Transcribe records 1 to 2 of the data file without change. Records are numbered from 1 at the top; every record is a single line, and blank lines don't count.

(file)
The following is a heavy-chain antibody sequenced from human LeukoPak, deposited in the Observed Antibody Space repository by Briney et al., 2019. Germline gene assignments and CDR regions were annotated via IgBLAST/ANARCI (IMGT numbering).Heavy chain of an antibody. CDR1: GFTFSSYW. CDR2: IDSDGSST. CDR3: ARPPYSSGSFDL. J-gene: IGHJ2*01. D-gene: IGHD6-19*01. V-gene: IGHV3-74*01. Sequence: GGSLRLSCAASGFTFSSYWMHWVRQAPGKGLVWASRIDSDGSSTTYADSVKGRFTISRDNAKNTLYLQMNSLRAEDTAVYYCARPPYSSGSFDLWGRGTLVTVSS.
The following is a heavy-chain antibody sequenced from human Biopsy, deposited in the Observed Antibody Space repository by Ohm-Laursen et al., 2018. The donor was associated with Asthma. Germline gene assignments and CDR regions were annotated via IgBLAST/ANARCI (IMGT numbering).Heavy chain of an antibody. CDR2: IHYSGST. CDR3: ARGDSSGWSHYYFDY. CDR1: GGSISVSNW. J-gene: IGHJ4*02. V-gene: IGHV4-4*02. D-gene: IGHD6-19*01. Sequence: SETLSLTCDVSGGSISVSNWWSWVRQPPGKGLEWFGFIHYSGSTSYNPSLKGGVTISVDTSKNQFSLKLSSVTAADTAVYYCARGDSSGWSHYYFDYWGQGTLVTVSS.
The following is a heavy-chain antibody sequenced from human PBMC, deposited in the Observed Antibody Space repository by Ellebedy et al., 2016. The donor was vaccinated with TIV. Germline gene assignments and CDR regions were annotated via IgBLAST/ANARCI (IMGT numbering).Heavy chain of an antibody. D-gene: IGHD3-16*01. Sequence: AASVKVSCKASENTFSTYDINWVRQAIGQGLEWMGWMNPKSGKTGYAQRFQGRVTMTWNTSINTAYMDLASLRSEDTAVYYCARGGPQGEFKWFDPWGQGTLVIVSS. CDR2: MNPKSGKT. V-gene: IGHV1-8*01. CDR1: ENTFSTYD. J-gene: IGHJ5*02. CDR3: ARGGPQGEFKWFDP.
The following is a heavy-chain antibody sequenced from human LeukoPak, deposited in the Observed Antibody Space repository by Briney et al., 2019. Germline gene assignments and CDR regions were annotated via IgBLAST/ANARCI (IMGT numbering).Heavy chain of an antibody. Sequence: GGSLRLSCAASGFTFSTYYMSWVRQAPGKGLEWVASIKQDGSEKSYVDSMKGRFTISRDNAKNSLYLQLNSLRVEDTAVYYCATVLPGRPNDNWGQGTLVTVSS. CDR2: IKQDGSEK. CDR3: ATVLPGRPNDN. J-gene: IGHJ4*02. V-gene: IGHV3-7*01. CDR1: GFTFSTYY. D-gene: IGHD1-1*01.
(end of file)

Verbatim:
The following is a heavy-chain antibody sequenced from human LeukoPak, deposited in the Observed Antibody Space repository by Briney et al., 2019. Germline gene assignments and CDR regions were annotated via IgBLAST/ANARCI (IMGT numbering).Heavy chain of an antibody. CDR1: GFTFSSYW. CDR2: IDSDGSST. CDR3: ARPPYSSGSFDL. J-gene: IGHJ2*01. D-gene: IGHD6-19*01. V-gene: IGHV3-74*01. Sequence: GGSLRLSCAASGFTFSSYWMHWVRQAPGKGLVWASRIDSDGSSTTYADSVKGRFTISRDNAKNTLYLQMNSLRAEDTAVYYCARPPYSSGSFDLWGRGTLVTVSS.
The following is a heavy-chain antibody sequenced from human Biopsy, deposited in the Observed Antibody Space repository by Ohm-Laursen et al., 2018. The donor was associated with Asthma. Germline gene assignments and CDR regions were annotated via IgBLAST/ANARCI (IMGT numbering).Heavy chain of an antibody. CDR2: IHYSGST. CDR3: ARGDSSGWSHYYFDY. CDR1: GGSISVSNW. J-gene: IGHJ4*02. V-gene: IGHV4-4*02. D-gene: IGHD6-19*01. Sequence: SETLSLTCDVSGGSISVSNWWSWVRQPPGKGLEWFGFIHYSGSTSYNPSLKGGVTISVDTSKNQFSLKLSSVTAADTAVYYCARGDSSGWSHYYFDYWGQGTLVTVSS.